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Liz Phair: Mom’s the Word

Exile in Momville

Phair and Square

Dark Light

Maternal sweetness hasn’t spoiled Liz Phair

After a three-year absence, she’s back with a new baby, a maturing attitude, and an exquisite new record, whitechocolatespaceegg (Matador). The album is a complicated knockout, a timely reminder of the difference between a songwriter of mere talent and a rocking mother afflicted with genius.

“[Motherhood’s] probably been the most joyful experience I’ve ever had,” says Phair. “But it’s also been the hardest. It’s made me stronger, with a stronger sense of my own identity than I’ve ever had.”

Not that she’s ever been accused of lacking identity. Labeled a “post-feminist” and a “grrrl” in the early 1990s, Phair still admirably refuses an oversimplifying political-poster-girl crown.

“I don’t even know what ‘post-feminism’ is,” she says. “I believe women should be treated as well as or better than men because we’ve been dicked around for 20,000 years.” She wonders aloud whether sexism started in the Iron Age, then adds: “as soon as there was a hard currency.”

Recorded in several studios with wildly varied producer-musician combos, whitechocolatespaceegg remains magically cohesive, yet beefier, more complex and more sure-footed than both 1993’s Exile In Guyville and 1994’s Whip-smart. Some of Phair’s new songs confirm old obsessions with the treachery of many boy-girl relationships. The first single, “Johnny Feelgood,” is classic Phair, outlining the thrills and horror of a woman’s masochism. But songs such as “Polyester Bride” project a new, rugged warmth, even a willingness to deal with life on life’s terms: On “Love Is Nothing,” she sings: “Love is nothing what they say. You have to be pick up the little pieces every day.”

“I’ve been through a lot in four years,” Phair says in her slow, carefully pronounced words. “A lot of changes.” The morning of the interview, Phair is still relishing “sleeping in” until 7 a.m. She seems pleased to talk and unexpectedly sunny. Her new blonde-haired, blue-eyed alarm clock is named Nicholas, age 18 months. “He’s a good, mellow humor,” says Phair, “but, like all babies, he’s curious and demanding. Nick was born in December 1996 — right in the middle of making whitechocolatespaceegg.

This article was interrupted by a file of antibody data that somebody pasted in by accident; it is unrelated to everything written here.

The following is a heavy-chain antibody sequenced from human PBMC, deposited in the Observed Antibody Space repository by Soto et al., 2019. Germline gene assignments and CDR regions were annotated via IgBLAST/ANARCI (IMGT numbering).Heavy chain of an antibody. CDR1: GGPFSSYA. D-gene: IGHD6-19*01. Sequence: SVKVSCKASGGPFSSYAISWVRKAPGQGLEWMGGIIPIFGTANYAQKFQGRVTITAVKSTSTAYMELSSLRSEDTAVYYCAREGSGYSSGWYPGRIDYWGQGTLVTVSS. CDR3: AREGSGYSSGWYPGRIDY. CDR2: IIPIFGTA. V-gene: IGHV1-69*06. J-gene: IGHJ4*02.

During her pregnancy, Phair says she became prone to daydreaming. But these fanciful tendencies, quite evident on the imagistically titled new record, haven’t ended. She seems to put great stock in a birth-like psychology, in waiting for good things to emerge in due time. With whitechocolatespaceegg finally finished, the rest of us, luckily, won’t have to do the same.

She pauses, then relates a dream she had the previous night. She was on the patio of a sort of Italian basilica. Hundreds of insects covered the floor. Next, an old man, a kind of merry entomologist, surrealistically arrived in the scene with tweezers and began picking up the bugs to describe their various properties. Phair says she’s written it down, but she’ll put it away for a while before seriously considering its meaning. “When you look at [dreams] after the fact, it’s so apparent that larger issues are bursting forth from your subconscious… It lets me know where I’m going as a person.”

As the interview closes, Phair seems quite willing to talk longer. It’s been a few years since she was plastered on the covers of magazines. She’s ready to gab — about the new album, about her dream log, about upcoming touring. She’d like to discuss the classical Greek woman poet Sappho. She suddenly scampers downstairs, trying to find something. She wants to locate an ancient verse from her favorite book of poems, the anthology Women Poets From Antiquty To Now. “It’s so modern you’ll die,” she says.

Before she can find it, a big and very real bug — a time-limit agreement — ends the interview. Clearly, here is the constraint of a busy mother with two new, demanding children — Nick and yet another rock masterpiece.

By Bill Broun
Alternative Press, August 1998

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